Rainbow-colored bow ties peek through plastic, neon-colored ostomy covers lay in neatly organized bins and product sketches are tacked against a bulletin board. The sound of a sewing machine hums in the background. Pediatric surgeon Julie Sanchez and entrepreneur Marta Elena Cortez-Neavel are the women behind Abilitee Adaptive Wear, a company creating clothing and accessories for those with medical needs.
“There is no blueprint, no pattern for a company like this,” Sanchez says. “It all starts with a need.”
In the U.S., there are millions of children and adults with medical needs, yet there are few companies making clothing adapted for those particular needs. That is where Abilitee comes in. The company conceptualizes, designs and produces feeding-tube covers, catheter clips, ostomy-bag coverings and stylish clothing options out of a quaint East Austin home, a home that currently serves as part main office, part production facility and creative hub. Two years in, Sanchez and Cortez-Neavel are already outgrowing the space as they continue to scale and grow their business.
For the friends turned business partners, Abilitee Adaptive Wear is a life-changing passion project. Sanchez, who often treats patients at Dell Children’s Medical Center of Central Texas, recalls the original inspiration for starting the company. She had just placed a feeding tube on a 4-year-old boy with autism and was speaking with his mother. The fear was palpable as the mother burst out crying, coming to terms with her new reality of not only raising a special-needs child, but one who also needed a feeding tube. Sanchez, who’s been a pediatric surgeon for 17 years, had dealt with her share of middle-of-the-night emergency-room operations on children who had pulled their feeding tubes out while sleeping. Inspiration struck, and with Cortez-Neavel’s help, Sanchez began working to create products that would not only quell parents’ fears, but also prevent infections and empower those with medical needs.
As their company started to scale, so did the duo’s product inventory.
“We started with five items and now we are up to over 30 in terms of ideas,” Cortez-Neavel says. “Once we figure out manufacturing and production, those will be migrated to our website.”
Seventy-five percent of what they understand as their company and product line, Cortez-Neavel says, is still being worked on.
Each of Abilitee’s products is inspired by someone in Sanchez’s life, whether it’s a patient, parent or nurse. Once an idea begins to form, Sanchez says she turns to Cortez-Neavel, the designer, to work her magic. From there, they make a series of prototypes and give the items to Sanchez’s patients to test. The process can take anywhere from three weeks to six months until an item is available for purchase online.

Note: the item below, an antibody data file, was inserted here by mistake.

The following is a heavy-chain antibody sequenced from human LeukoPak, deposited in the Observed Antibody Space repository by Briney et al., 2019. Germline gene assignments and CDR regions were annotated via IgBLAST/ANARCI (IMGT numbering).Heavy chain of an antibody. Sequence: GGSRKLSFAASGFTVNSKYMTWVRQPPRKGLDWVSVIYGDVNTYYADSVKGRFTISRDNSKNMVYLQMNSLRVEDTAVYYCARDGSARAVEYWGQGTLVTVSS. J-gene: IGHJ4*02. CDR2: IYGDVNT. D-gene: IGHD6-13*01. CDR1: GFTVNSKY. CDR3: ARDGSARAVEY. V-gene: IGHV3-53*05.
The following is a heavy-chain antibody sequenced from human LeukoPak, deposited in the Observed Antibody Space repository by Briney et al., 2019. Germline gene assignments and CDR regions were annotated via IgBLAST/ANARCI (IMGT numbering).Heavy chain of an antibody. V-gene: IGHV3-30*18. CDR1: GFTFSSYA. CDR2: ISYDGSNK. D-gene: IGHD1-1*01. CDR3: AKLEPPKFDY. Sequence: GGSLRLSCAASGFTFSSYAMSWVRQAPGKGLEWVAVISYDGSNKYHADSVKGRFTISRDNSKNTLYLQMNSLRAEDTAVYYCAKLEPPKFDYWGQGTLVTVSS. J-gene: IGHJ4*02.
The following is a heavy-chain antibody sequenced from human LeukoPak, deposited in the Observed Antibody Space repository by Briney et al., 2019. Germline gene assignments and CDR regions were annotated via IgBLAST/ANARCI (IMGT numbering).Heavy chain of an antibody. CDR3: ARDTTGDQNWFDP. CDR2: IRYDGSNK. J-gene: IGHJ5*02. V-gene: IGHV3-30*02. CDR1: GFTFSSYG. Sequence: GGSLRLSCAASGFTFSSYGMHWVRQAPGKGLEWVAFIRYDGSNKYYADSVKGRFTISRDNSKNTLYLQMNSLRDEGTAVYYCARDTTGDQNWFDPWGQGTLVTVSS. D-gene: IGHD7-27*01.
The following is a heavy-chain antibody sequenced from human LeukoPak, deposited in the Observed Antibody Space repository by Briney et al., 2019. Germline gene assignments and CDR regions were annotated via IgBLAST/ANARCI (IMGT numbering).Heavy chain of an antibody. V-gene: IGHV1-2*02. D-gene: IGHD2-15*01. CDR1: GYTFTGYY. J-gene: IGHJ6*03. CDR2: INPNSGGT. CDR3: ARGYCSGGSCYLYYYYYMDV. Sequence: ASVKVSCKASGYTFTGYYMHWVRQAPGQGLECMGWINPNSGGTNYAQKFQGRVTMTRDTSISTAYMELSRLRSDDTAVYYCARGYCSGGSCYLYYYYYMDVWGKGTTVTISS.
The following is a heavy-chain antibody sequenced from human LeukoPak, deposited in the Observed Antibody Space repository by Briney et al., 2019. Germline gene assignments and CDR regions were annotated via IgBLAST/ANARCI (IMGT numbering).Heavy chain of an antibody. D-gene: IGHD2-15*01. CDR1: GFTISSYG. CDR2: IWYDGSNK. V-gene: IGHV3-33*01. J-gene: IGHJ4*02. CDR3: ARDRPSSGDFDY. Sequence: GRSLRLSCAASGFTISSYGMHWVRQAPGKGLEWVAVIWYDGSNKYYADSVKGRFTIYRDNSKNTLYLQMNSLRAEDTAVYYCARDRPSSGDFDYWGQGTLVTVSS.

“For us, it’s really important that whatever product these families have inspired make a difference,” Sanchez says. “We want our products to make [people]feel good about themselves.”
One of Sanchez’s patients, a teenage girl with cerebral palsy, inspired one of the latest products: a waterproof, absorbent scarf. The patient kept getting chest infections, Sanchez and Cortez-Neavel explain, so the two went to work to come up with a solution to prevent further medical complications. Once the patient received and started wearing her new scarf, she reported fewer chest infections. She was also recently crowned homecoming queen.
“That’s pretty amazing that she is inspiring so many people with her strength,” Sanchez says, smiling.
In addition to creating items that are bacteria-resistant, comfortable and safe for patients, Cortez-Neavel is all about empowering those with medical needs.
“We want our clothing to have integrity,” she says. “People with medical needs often feel marginalized because there aren’t products made for them. We want to make them feel like they have value.”
The busy duo is currently working with students from the University of Texas’ McCombs School of Business to develop a sustainable and long-term business plan. As for the future of the company, they want to continue to develop their product line and say they would love their website to become a one-stop informational hub for parents, with Youtube videos and explanations for those facing new medical diagnoses.
In the end, every step of the journey with Abilitee has been rewarding for the pair. As for Sanchez, she is now able to take care of her patients after they’ve left the hospital.
“It’s a daily thing,” Sanchez says. “You’d be surprised at how many people you know or people that know someone who is facing something like this.”
By Lauren Jones, Photos by Erika Rich and courtesy of Dr. Julie Sanchez